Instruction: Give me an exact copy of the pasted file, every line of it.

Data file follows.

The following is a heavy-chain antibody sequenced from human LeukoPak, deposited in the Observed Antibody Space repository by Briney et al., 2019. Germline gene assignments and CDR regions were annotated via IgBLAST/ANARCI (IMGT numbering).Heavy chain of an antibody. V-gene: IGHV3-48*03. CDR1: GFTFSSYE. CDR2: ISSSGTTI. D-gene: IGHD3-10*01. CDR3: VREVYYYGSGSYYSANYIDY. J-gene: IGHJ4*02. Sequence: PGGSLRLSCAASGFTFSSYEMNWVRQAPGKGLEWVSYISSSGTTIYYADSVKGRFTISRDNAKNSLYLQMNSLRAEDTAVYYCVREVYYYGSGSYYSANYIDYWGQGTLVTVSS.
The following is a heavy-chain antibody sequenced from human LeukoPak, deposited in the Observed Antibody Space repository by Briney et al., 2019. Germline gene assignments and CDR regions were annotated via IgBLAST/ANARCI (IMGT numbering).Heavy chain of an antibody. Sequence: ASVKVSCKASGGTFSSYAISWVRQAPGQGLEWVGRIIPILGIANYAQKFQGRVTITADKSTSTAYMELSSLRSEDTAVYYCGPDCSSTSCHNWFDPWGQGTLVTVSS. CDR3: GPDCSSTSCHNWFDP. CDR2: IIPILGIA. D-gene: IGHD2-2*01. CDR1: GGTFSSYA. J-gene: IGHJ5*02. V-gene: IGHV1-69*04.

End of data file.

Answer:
The following is a heavy-chain antibody sequenced from human LeukoPak, deposited in the Observed Antibody Space repository by Briney et al., 2019. Germline gene assignments and CDR regions were annotated via IgBLAST/ANARCI (IMGT numbering).Heavy chain of an antibody. V-gene: IGHV3-48*03. CDR1: GFTFSSYE. CDR2: ISSSGTTI. D-gene: IGHD3-10*01. CDR3: VREVYYYGSGSYYSANYIDY. J-gene: IGHJ4*02. Sequence: PGGSLRLSCAASGFTFSSYEMNWVRQAPGKGLEWVSYISSSGTTIYYADSVKGRFTISRDNAKNSLYLQMNSLRAEDTAVYYCVREVYYYGSGSYYSANYIDYWGQGTLVTVSS.
The following is a heavy-chain antibody sequenced from human LeukoPak, deposited in the Observed Antibody Space repository by Briney et al., 2019. Germline gene assignments and CDR regions were annotated via IgBLAST/ANARCI (IMGT numbering).Heavy chain of an antibody. Sequence: ASVKVSCKASGGTFSSYAISWVRQAPGQGLEWVGRIIPILGIANYAQKFQGRVTITADKSTSTAYMELSSLRSEDTAVYYCGPDCSSTSCHNWFDPWGQGTLVTVSS. CDR3: GPDCSSTSCHNWFDP. CDR2: IIPILGIA. D-gene: IGHD2-2*01. CDR1: GGTFSSYA. J-gene: IGHJ5*02. V-gene: IGHV1-69*04.